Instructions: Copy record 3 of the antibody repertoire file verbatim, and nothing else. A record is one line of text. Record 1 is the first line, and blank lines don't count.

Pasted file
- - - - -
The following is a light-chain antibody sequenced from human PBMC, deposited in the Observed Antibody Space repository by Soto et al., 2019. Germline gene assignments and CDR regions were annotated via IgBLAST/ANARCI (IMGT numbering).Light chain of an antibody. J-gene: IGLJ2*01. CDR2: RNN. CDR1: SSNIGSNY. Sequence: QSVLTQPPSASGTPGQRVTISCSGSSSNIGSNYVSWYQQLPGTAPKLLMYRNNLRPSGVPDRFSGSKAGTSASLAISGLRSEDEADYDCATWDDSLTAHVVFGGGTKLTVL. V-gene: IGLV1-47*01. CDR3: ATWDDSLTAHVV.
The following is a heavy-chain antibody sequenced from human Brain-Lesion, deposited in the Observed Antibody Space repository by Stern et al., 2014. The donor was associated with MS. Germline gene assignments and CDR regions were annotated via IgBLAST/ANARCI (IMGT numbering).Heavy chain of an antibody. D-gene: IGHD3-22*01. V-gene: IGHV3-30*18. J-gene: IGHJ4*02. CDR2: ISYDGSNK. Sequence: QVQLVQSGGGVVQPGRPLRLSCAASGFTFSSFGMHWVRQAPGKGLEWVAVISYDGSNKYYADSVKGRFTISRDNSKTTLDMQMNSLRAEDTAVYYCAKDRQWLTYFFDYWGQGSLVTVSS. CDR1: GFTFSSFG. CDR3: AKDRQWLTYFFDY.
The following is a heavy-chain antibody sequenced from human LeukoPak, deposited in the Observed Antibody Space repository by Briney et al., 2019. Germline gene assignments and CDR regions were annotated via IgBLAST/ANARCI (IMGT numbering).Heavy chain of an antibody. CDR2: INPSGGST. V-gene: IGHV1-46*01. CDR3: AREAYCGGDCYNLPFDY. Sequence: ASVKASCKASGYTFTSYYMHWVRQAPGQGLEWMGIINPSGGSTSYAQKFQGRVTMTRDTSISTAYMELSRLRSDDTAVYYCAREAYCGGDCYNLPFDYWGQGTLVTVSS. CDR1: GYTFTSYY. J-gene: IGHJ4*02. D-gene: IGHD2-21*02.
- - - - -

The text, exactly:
The following is a heavy-chain antibody sequenced from human LeukoPak, deposited in the Observed Antibody Space repository by Briney et al., 2019. Germline gene assignments and CDR regions were annotated via IgBLAST/ANARCI (IMGT numbering).Heavy chain of an antibody. CDR2: INPSGGST. V-gene: IGHV1-46*01. CDR3: AREAYCGGDCYNLPFDY. Sequence: ASVKASCKASGYTFTSYYMHWVRQAPGQGLEWMGIINPSGGSTSYAQKFQGRVTMTRDTSISTAYMELSRLRSDDTAVYYCAREAYCGGDCYNLPFDYWGQGTLVTVSS. CDR1: GYTFTSYY. J-gene: IGHJ4*02. D-gene: IGHD2-21*02.